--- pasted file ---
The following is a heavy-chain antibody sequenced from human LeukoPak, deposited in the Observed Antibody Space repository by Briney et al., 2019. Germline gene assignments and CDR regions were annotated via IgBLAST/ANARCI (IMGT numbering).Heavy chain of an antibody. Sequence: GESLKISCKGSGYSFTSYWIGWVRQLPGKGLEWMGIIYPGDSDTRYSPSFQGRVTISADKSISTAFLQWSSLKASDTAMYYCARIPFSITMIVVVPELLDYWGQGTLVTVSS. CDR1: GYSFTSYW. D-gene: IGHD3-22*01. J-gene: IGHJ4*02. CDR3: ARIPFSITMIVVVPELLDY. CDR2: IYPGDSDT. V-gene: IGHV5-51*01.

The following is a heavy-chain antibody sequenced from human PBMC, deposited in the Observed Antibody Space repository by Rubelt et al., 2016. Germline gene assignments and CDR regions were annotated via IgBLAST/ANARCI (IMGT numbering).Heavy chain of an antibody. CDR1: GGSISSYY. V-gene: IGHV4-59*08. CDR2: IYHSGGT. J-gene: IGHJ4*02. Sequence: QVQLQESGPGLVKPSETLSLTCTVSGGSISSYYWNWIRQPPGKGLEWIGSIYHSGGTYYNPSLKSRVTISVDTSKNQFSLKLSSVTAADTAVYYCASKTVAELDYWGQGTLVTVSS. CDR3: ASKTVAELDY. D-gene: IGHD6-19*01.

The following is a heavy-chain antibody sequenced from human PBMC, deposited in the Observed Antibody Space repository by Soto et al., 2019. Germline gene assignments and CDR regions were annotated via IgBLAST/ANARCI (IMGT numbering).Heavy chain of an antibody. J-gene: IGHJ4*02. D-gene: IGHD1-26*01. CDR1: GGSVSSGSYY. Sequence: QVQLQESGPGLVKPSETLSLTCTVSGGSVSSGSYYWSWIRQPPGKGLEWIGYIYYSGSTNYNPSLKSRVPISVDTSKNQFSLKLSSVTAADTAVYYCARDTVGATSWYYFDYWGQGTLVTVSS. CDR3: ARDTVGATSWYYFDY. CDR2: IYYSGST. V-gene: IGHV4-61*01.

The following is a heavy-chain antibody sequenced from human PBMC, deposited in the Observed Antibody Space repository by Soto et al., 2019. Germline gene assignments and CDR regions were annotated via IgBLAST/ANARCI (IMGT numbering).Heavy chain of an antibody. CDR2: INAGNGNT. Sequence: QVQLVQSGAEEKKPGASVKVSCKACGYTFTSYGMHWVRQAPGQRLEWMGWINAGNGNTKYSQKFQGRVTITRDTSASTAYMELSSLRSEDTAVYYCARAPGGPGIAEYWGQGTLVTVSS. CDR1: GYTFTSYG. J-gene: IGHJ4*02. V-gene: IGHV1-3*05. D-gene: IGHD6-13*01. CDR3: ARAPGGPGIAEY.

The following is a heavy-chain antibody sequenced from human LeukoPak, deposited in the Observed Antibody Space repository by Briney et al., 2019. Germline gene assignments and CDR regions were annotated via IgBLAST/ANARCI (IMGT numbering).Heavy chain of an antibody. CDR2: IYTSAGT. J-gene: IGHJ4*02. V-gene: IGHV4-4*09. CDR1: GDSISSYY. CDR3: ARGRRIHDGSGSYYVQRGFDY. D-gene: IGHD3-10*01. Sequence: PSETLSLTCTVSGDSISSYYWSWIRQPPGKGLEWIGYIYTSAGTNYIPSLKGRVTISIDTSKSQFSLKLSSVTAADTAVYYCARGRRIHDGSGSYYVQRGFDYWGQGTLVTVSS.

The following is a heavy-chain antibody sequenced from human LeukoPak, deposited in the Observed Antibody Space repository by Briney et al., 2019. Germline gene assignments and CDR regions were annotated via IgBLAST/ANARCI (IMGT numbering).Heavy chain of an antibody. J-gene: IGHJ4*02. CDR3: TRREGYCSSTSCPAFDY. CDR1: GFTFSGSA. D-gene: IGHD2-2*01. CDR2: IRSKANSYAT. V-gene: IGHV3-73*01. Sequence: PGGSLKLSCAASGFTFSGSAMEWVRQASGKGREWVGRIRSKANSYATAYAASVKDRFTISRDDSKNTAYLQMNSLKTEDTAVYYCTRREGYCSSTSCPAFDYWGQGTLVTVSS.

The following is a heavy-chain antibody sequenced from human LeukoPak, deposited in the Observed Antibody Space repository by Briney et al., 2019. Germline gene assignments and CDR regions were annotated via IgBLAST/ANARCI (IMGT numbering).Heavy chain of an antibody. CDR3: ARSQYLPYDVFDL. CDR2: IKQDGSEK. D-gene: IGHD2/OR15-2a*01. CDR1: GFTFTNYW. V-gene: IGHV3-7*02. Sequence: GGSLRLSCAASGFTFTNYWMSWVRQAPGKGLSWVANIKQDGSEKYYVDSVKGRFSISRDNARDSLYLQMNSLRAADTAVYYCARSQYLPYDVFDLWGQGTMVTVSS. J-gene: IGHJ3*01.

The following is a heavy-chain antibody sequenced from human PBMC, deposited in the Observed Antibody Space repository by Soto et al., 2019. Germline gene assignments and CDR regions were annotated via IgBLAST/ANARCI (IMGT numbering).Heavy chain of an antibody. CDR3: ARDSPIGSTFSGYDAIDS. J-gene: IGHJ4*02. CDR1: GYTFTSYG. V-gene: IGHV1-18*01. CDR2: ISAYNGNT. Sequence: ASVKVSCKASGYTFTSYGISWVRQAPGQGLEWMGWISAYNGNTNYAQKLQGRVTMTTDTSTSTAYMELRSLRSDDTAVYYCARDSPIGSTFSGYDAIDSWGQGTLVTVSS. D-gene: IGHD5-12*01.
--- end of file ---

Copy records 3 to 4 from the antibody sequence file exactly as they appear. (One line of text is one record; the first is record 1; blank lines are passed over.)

The following is a heavy-chain antibody sequenced from human PBMC, deposited in the Observed Antibody Space repository by Soto et al., 2019. Germline gene assignments and CDR regions were annotated via IgBLAST/ANARCI (IMGT numbering).Heavy chain of an antibody. J-gene: IGHJ4*02. D-gene: IGHD1-26*01. CDR1: GGSVSSGSYY. Sequence: QVQLQESGPGLVKPSETLSLTCTVSGGSVSSGSYYWSWIRQPPGKGLEWIGYIYYSGSTNYNPSLKSRVPISVDTSKNQFSLKLSSVTAADTAVYYCARDTVGATSWYYFDYWGQGTLVTVSS. CDR3: ARDTVGATSWYYFDY. CDR2: IYYSGST. V-gene: IGHV4-61*01.

The following is a heavy-chain antibody sequenced from human PBMC, deposited in the Observed Antibody Space repository by Soto et al., 2019. Germline gene assignments and CDR regions were annotated via IgBLAST/ANARCI (IMGT numbering).Heavy chain of an antibody. CDR2: INAGNGNT. Sequence: QVQLVQSGAEEKKPGASVKVSCKACGYTFTSYGMHWVRQAPGQRLEWMGWINAGNGNTKYSQKFQGRVTITRDTSASTAYMELSSLRSEDTAVYYCARAPGGPGIAEYWGQGTLVTVSS. CDR1: GYTFTSYG. J-gene: IGHJ4*02. V-gene: IGHV1-3*05. D-gene: IGHD6-13*01. CDR3: ARAPGGPGIAEY.